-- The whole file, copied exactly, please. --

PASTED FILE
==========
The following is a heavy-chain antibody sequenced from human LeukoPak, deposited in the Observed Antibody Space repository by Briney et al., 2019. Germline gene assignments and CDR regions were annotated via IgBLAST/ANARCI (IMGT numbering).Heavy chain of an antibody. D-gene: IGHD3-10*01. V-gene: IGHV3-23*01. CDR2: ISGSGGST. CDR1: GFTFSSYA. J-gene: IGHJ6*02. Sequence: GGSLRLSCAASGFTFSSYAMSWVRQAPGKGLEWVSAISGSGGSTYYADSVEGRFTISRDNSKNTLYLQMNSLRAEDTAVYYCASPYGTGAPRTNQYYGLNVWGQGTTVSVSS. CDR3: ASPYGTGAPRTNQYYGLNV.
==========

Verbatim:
The following is a heavy-chain antibody sequenced from human LeukoPak, deposited in the Observed Antibody Space repository by Briney et al., 2019. Germline gene assignments and CDR regions were annotated via IgBLAST/ANARCI (IMGT numbering).Heavy chain of an antibody. D-gene: IGHD3-10*01. V-gene: IGHV3-23*01. CDR2: ISGSGGST. CDR1: GFTFSSYA. J-gene: IGHJ6*02. Sequence: GGSLRLSCAASGFTFSSYAMSWVRQAPGKGLEWVSAISGSGGSTYYADSVEGRFTISRDNSKNTLYLQMNSLRAEDTAVYYCASPYGTGAPRTNQYYGLNVWGQGTTVSVSS. CDR3: ASPYGTGAPRTNQYYGLNV.